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Ask Slashdot: Taking a New Tack On Net Neutrality? 185

An anonymous reader writes "I am the IT director for a large rental property company that owns approximately 15,000 apartments in college towns across America. The board of directors has tasked me with exploring whether we can 'privatize' our network (we provide network access as part of rent in all of our properties) and charge certain commercial entities for access to our residents. Right now the network is more or less open, except that we block access (by court order) to certain sites at the request of various copyright holders. Specifically, they are interested in targeting commercial providers of services directed at college students, such as textbook rental firms, online booksellers, and so on. With approximately 35,000 residents, I guess they are thinking there is a substantial profit to be made here. Personally I don't like it one bit, but I thought I would ping Slashdot for thoughtful opinions. I imagine the phones will start ringing off the hook if students suddenly lose access to places like I think it has 'bad idea' written all over it. What do you think?"
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Ask Slashdot: Taking a New Tack On Net Neutrality?

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  • by Anonymous Coward on Sunday June 01, 2014 @10:00AM (#47140767)

    If you provide network access as part of your rent, you provide network access as part of your rent, period.

    You may consider deals with additional sites that are only accessible from dedicated networks, like some online publishers offering downloadable journals/papers at blanket rates for universities.

    It is unlikely that any of those will pay you, however. It is rather additional value you can offer to your students. It's possible that you can advertise promotions for that kind of thing (like when they are made available for four weeks on your network) on a central network information site and get percentages either for the promotions or for subscriptions reached through them.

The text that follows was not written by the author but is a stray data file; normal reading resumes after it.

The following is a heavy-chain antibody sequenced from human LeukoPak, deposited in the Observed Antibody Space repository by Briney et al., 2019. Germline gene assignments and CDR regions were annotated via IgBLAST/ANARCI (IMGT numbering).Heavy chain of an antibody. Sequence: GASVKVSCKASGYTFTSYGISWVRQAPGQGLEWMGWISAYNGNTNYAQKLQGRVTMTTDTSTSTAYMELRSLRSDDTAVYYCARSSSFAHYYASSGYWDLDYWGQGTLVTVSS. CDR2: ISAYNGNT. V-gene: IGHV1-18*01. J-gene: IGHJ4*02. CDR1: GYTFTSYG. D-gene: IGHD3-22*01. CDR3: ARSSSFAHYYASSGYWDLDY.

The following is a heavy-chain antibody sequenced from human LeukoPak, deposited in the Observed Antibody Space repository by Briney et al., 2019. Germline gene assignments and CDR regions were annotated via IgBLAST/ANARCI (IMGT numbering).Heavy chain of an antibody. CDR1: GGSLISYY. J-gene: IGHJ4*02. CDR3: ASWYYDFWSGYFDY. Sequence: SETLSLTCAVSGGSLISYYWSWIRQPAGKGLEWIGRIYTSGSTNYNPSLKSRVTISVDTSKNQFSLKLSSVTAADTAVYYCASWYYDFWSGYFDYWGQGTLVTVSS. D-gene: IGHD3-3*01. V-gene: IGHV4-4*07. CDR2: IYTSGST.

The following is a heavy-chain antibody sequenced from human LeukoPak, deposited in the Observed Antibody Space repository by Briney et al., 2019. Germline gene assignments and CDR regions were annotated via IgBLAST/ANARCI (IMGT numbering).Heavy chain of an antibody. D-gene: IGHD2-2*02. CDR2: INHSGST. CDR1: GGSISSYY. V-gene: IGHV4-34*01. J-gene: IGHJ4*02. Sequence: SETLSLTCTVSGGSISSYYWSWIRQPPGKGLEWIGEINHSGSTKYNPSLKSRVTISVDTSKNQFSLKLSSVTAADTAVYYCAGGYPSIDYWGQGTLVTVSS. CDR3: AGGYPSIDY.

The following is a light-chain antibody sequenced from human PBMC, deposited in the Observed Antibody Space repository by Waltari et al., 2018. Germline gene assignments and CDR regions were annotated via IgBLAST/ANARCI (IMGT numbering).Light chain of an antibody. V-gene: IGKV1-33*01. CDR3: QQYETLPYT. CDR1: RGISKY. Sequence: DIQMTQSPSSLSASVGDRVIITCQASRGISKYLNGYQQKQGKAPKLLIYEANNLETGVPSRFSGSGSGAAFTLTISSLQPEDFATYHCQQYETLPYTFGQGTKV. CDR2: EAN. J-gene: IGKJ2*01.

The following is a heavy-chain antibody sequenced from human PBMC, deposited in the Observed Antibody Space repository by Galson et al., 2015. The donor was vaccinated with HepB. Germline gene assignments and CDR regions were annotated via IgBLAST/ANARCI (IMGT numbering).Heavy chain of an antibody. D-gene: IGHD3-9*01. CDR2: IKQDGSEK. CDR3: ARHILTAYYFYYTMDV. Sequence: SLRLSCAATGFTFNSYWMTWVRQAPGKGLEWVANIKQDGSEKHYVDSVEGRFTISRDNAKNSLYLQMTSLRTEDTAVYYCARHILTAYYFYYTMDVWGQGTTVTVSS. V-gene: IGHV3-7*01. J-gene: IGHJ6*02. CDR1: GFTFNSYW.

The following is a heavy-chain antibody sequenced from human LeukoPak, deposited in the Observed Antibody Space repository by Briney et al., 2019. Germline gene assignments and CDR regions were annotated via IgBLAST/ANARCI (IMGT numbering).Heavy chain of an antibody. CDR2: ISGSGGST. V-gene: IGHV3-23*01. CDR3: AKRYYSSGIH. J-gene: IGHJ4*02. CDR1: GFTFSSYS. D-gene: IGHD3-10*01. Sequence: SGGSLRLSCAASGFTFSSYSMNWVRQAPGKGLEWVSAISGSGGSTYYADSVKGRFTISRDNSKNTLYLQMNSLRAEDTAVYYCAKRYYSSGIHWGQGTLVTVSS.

But blocking anything that is normally free: no go. You have to try monetizing the inverse.

  • by sjames ( 1099 ) on Sunday June 01, 2014 @11:50AM (#47141315) Homepage Journal

    They should make sure none of those students are studying law. It might make a great case for use in class. Suddenly there's a world class lawyer advising the residents.

  • Re:Captive? (Score:5, Interesting)

    by tragedy ( 27079 ) on Sunday June 01, 2014 @01:30PM (#47141841)

    Anybody who doesn't like what they are doing can rent somewhere else. If their college has an exclusive contract with them (unlikely but possible), people can choose a different college.

    I was going to methodically criticize this sentence but then I realized I shouldn't need to. Anyone with half a brain should be able to see what's wrong with the idea that the easy remedy to this sort of thing for consumers is to "choose a different college"!

  • by west ( 39918 ) on Sunday June 01, 2014 @03:28PM (#47142477)

    Somehow, I'm pretty certain that in the rental agreement on page 15, in small print, in paragraph 7 section 5 of the Terms of Service, it will have something that a lawyer could interpret as allowing this sort of behavior and the renters will sign.

    Sure, if the students are annoyed enough, they might not come back next year, but the wonderful thing (from their perspective) is there's a whole new year of students to fleece.

    Thinking on it, it's not textbooks that they should go after, it's pizza places. Try and reach any local pizza place, and you get transferred to Frank's pizza special page, which has a student special of only $3 more for pizzas ordered from that page :-).

We all like praise, but a hike in our pay is the best kind of ways.